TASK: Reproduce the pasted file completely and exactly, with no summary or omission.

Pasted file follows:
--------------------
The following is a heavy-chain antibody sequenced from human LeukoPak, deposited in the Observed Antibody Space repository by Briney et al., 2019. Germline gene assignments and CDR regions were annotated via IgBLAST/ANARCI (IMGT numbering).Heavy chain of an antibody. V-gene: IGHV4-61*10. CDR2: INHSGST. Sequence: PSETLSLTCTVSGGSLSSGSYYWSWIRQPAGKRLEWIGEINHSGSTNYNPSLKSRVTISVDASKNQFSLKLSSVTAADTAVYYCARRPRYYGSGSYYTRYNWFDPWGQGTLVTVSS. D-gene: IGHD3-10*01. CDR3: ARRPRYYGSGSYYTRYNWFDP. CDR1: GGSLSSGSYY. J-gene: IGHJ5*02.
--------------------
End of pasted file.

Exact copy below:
The following is a heavy-chain antibody sequenced from human LeukoPak, deposited in the Observed Antibody Space repository by Briney et al., 2019. Germline gene assignments and CDR regions were annotated via IgBLAST/ANARCI (IMGT numbering).Heavy chain of an antibody. V-gene: IGHV4-61*10. CDR2: INHSGST. Sequence: PSETLSLTCTVSGGSLSSGSYYWSWIRQPAGKRLEWIGEINHSGSTNYNPSLKSRVTISVDASKNQFSLKLSSVTAADTAVYYCARRPRYYGSGSYYTRYNWFDPWGQGTLVTVSS. D-gene: IGHD3-10*01. CDR3: ARRPRYYGSGSYYTRYNWFDP. CDR1: GGSLSSGSYY. J-gene: IGHJ5*02.